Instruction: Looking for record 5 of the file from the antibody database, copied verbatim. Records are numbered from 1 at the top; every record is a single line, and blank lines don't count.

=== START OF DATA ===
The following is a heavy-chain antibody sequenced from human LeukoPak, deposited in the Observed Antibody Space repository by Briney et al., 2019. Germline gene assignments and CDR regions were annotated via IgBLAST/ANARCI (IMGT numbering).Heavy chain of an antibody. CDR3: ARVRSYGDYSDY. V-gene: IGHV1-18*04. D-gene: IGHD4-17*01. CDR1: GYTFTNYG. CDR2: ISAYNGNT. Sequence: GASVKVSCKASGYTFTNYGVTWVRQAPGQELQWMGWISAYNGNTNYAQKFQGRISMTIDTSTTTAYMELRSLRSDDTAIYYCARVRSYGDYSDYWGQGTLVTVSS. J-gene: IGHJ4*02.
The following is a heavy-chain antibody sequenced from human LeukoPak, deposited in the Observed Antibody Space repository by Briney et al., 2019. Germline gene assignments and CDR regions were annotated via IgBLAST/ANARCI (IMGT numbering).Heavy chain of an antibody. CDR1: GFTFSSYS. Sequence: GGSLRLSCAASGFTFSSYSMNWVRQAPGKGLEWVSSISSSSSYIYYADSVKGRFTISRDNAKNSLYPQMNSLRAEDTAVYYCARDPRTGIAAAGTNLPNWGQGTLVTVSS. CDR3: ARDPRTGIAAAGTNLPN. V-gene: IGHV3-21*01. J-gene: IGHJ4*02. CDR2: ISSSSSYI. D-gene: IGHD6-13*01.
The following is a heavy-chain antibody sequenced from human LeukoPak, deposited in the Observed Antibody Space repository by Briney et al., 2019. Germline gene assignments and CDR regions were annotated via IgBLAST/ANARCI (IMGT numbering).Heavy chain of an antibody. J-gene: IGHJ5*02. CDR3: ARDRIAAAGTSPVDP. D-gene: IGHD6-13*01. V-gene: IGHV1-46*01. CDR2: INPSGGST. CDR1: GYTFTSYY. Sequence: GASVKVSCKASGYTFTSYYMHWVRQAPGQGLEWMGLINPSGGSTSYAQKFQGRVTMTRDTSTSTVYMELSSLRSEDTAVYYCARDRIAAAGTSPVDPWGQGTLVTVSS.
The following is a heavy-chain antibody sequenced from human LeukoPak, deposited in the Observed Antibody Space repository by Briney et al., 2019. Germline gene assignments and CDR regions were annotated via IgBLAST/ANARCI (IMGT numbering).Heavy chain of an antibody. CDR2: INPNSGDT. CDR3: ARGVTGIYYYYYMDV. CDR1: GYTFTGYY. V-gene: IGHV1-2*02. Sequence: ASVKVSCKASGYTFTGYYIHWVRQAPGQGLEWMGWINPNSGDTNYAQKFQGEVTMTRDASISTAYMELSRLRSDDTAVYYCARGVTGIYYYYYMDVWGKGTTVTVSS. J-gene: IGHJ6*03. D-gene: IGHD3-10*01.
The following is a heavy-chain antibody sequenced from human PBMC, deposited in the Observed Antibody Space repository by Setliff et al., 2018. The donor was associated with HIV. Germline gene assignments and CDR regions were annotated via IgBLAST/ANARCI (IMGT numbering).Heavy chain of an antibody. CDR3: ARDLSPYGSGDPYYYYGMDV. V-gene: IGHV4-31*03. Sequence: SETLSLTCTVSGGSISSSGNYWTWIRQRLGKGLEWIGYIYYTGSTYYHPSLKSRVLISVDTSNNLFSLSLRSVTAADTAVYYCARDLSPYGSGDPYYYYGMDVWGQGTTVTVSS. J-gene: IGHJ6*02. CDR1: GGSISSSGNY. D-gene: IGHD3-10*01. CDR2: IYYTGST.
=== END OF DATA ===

The following is a heavy-chain antibody sequenced from human PBMC, deposited in the Observed Antibody Space repository by Setliff et al., 2018. The donor was associated with HIV. Germline gene assignments and CDR regions were annotated via IgBLAST/ANARCI (IMGT numbering).Heavy chain of an antibody. CDR3: ARDLSPYGSGDPYYYYGMDV. V-gene: IGHV4-31*03. Sequence: SETLSLTCTVSGGSISSSGNYWTWIRQRLGKGLEWIGYIYYTGSTYYHPSLKSRVLISVDTSNNLFSLSLRSVTAADTAVYYCARDLSPYGSGDPYYYYGMDVWGQGTTVTVSS. J-gene: IGHJ6*02. CDR1: GGSISSSGNY. D-gene: IGHD3-10*01. CDR2: IYYTGST.